Speech Recognition

Use the Speech Recognition page (or the corresponding fields in the data-loading template) to provide alternate spoken names, phonetic spellings, or additional identifying information so the speech recognition software can recognize variations of a name. The Speech Recognition page includes the following fields:

Defining Alternate Spoken Names

Table 1. Speech recognition fields
Field Maximum Length Description

Alternate Spoken Names


Use these guidelines to ensure the best result when you are defining alternate names for users:
  • Person, Group, and Location Names–If users refer to a person, group, or location in various ways, enter each variation in a different field.

    For example, enter Bob Jones and Rob Jones in addition to Robert Jones. Similarly, enter a nickname that the person or place is known by, such as Skip Jones.

  • Digits and Special Characters in Name Fields–The names you provide must start with a letter or digit. They must contain only letters, digits, spaces, apostrophes ('), underscores (_), or dashes (-). No other characters are allowed.

    If you use special characters, especially apostrophes ('), they must be used adjacent to the surrounding letters and may not be separated by spaces.

    For example, enter O'Neill Staff or O'Neill's Staff, never O'Neill ' s Staff

    Note: Even though these special characters are allowed, it is unlikely that an alternate spoken name would need underscores (_), or dashes (-).
  • Staff IDs–It is recommended that you do not create an alternate spoken name that contains numeric digits only. For example, a staff ID with numbers and no letters.
    Entering numeric staff IDs is permitted. However, using numeric values only might result in
    • Slower Genie response times
    • Problems with phone number recognition
  • Acronyms and Initials in Alternate Spoken Names–If people use an acronym or initials to refer to an address book entry, provide them as a series of letters separated by spaces.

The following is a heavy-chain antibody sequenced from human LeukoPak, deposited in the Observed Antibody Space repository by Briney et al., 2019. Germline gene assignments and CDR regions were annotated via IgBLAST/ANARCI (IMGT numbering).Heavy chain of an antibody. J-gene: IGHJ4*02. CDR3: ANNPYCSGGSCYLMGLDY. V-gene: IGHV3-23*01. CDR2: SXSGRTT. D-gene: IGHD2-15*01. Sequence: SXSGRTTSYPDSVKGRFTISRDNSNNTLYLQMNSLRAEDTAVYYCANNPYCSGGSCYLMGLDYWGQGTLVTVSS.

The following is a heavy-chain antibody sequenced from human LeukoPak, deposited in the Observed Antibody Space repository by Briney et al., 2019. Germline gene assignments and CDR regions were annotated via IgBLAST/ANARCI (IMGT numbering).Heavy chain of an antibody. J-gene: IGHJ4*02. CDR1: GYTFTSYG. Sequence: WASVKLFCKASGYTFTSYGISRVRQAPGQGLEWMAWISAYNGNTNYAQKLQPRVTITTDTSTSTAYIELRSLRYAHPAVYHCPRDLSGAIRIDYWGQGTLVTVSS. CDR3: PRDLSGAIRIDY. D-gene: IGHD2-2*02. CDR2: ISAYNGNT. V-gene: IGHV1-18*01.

For example, if users refer to Easton Medical Clinic as EMC, enter E M C. Similarly, enter A C Hoyle for A.C. Hoyle. For Armandeep Munindar Gill, also enter A M Gill rather than A.M. Gill.

  • Unusual Pronunciation–If a name has an unusual or confusing pronunciation, or silent letters, enter a name that is spelled as it is pronounced.

    For example, if the system does not recognize the name Jodie Dougherty, you could enter Jodie Dockerty.

  • Professional Titles in Alternate Spoken Names–If users refer to a person by his or her title, provide the full spelling of the title rather than an abbreviation.

    For example, enter Father Brown instead of Fr. Brown, or Professor Lindsay instead of Prof. Lindsay.

  • Doctor Title in Alternate Spoken Names–When adding or editing user profiles, you do not need to include the Doctor title as part of the user's name in the Alternate Spoken Names (ASN) field on the Speech Recognition tab. Instead, check the Doctor Prefix check box. When you speak a command using one of the ASN variations, Vocera understands the user to whom you are referring.

    For example, when you speak, Call Doctor Michael Smith, the Vocera Genie knows that you are referring to Doctor Michael Smith. You could also speak, Call Doctor Smith or Call Doctor Michael and the Genie will find the user because the Doctor Prefix option is checked.

Identifying Phrase


Optionally specify an Identifying Phrase to help Vocera distinguish this user from another whose first and last names are spelled the same.

For example, if there are two users named Mary Hill on the system, but they are in different departments, you could enter Mary Hill in Pediatrics as the identifying phrase for one user and Mary Hill in Admissions for the other.